Saturday, 1st October, 2016

ASGCA Members Lead the Way on Turfgrass Reduction

Story published at 16:36, Tuesday, August 19th, 2014


ASGCA flyer93% of American Society of Golf Course Architects members are helping clients reduce maintained turfgrass acreage; “Golf Course Turfgrass Reduction” flyer a good first step in addressing concerns

Golf course owners, managers and superintendents at private and public facilities are increasingly considering the reduction of maintained turfgrass on their course. American Society of Golf Course Architects (ASGCA) members work with these groups to create plans for keeping the strategic intent of the course intact and ensuring appropriate installation of replacement materials.

“There are more examples each month of courses looking to address maintained turfgrass,” ASGCA President Lee Schmidt said. “It’s a smart step to connect with an ASGCA member before beginning any project. The expertise and experience an architect provides will be beneficial from start to finish and positively impacts the project’s bottom line.”

The average ASGCA member has nearly 30 years of professional experience and worked or consulted on more than 150 projects. A project will benefit from an architect’s extensive background helping clients reduce acreage of maintained turfgrass while preserving the course’s strategic intent, and also improve course aesthetics due to additional contrast in color and texture.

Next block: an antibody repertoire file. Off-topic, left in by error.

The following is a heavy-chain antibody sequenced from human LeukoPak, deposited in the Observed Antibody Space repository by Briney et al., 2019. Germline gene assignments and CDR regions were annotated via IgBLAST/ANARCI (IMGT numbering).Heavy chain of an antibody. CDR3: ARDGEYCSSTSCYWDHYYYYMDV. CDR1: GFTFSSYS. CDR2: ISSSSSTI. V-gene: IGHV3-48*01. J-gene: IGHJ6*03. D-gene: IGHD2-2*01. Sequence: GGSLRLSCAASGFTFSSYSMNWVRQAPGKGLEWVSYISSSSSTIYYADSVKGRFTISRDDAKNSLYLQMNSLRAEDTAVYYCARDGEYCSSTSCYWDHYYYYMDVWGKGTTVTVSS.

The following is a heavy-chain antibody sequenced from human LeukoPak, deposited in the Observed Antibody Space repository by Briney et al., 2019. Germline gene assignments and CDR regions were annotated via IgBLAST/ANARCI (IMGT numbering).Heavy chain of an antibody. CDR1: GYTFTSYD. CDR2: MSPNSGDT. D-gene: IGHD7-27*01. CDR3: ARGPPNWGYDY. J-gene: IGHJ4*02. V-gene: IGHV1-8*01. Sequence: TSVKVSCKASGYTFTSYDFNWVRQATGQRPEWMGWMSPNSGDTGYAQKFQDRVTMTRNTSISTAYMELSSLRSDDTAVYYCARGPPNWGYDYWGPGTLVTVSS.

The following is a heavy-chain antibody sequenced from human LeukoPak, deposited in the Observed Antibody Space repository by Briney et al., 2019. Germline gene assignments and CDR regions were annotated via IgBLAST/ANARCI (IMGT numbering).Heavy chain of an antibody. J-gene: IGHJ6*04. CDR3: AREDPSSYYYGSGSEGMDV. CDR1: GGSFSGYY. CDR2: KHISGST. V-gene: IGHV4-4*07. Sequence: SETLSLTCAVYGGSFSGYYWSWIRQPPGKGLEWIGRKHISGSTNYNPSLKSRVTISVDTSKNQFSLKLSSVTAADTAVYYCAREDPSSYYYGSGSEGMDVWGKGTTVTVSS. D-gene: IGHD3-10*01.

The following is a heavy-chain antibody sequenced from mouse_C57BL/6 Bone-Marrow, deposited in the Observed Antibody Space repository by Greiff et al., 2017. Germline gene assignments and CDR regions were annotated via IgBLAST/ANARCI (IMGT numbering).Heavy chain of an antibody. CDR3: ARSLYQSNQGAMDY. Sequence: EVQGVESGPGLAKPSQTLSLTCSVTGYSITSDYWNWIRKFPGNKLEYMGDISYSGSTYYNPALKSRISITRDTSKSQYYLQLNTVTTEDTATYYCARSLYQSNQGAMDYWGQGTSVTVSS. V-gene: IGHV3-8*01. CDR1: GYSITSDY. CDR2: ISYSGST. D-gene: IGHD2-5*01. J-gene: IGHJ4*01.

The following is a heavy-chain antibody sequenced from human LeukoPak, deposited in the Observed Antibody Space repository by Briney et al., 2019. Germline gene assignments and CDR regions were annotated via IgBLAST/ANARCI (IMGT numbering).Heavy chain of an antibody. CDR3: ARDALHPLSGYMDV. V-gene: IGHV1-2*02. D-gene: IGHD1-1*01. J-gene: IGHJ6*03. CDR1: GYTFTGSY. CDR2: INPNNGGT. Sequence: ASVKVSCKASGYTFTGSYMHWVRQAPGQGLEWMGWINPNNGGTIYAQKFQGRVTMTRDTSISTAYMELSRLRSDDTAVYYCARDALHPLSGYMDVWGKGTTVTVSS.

Examples of the positive impact an ASGCA member can bring to turgrass reduction projects includes:

  • Lowering maintenance costs – Reducing the amount of maintained turfgrass can bring a reduction in labor, equipment, fertilizer and energy costs. Energy budgets can also be reduced as less water use results in lower electrical costs.
  • Using less water – Reducing regularly maintained turgrass and replacing it with native grasses or native plants requiring less irrigation can realize significant reduction in water usage.
  • Greater sustainability – Reducing maintained turfgrass in out-of-play areas with native grasses or plants can be a good way to improve sustainability. Some out-of-play areas can even be non-irrigated and covered with wood mulch or pine straw from low-cost reclaimed tree materials.

ASGCA has created a “Golf Course Turfgrass Reduction” flyer, available for free download from the Publications section of the ASGCA website, www.asgca.org/publications. The flyer, endorsed by the Golf Course Superintendents Association of America, is a good first step for any course considering a turfgrass project. ASGCA www.asgca.org

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